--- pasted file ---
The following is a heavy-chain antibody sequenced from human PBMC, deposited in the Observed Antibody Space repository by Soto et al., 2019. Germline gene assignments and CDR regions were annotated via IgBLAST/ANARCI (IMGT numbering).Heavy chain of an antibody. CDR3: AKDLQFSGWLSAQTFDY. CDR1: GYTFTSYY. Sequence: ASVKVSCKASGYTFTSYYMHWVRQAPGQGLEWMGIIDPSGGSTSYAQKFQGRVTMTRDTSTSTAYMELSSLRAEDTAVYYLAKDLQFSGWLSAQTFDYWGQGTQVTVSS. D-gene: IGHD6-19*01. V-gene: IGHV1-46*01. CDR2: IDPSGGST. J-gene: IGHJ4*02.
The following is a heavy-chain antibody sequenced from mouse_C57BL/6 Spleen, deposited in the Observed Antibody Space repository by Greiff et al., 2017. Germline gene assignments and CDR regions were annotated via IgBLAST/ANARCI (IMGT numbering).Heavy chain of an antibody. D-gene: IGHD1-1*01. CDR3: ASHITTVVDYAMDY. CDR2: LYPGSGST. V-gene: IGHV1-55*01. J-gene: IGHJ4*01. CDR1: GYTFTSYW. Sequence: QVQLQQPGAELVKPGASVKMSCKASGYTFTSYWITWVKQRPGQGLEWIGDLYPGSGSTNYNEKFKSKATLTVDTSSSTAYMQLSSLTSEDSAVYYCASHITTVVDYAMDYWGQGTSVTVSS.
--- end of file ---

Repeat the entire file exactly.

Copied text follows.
The following is a heavy-chain antibody sequenced from human PBMC, deposited in the Observed Antibody Space repository by Soto et al., 2019. Germline gene assignments and CDR regions were annotated via IgBLAST/ANARCI (IMGT numbering).Heavy chain of an antibody. CDR3: AKDLQFSGWLSAQTFDY. CDR1: GYTFTSYY. Sequence: ASVKVSCKASGYTFTSYYMHWVRQAPGQGLEWMGIIDPSGGSTSYAQKFQGRVTMTRDTSTSTAYMELSSLRAEDTAVYYLAKDLQFSGWLSAQTFDYWGQGTQVTVSS. D-gene: IGHD6-19*01. V-gene: IGHV1-46*01. CDR2: IDPSGGST. J-gene: IGHJ4*02.
The following is a heavy-chain antibody sequenced from mouse_C57BL/6 Spleen, deposited in the Observed Antibody Space repository by Greiff et al., 2017. Germline gene assignments and CDR regions were annotated via IgBLAST/ANARCI (IMGT numbering).Heavy chain of an antibody. D-gene: IGHD1-1*01. CDR3: ASHITTVVDYAMDY. CDR2: LYPGSGST. V-gene: IGHV1-55*01. J-gene: IGHJ4*01. CDR1: GYTFTSYW. Sequence: QVQLQQPGAELVKPGASVKMSCKASGYTFTSYWITWVKQRPGQGLEWIGDLYPGSGSTNYNEKFKSKATLTVDTSSSTAYMQLSSLTSEDSAVYYCASHITTVVDYAMDYWGQGTSVTVSS.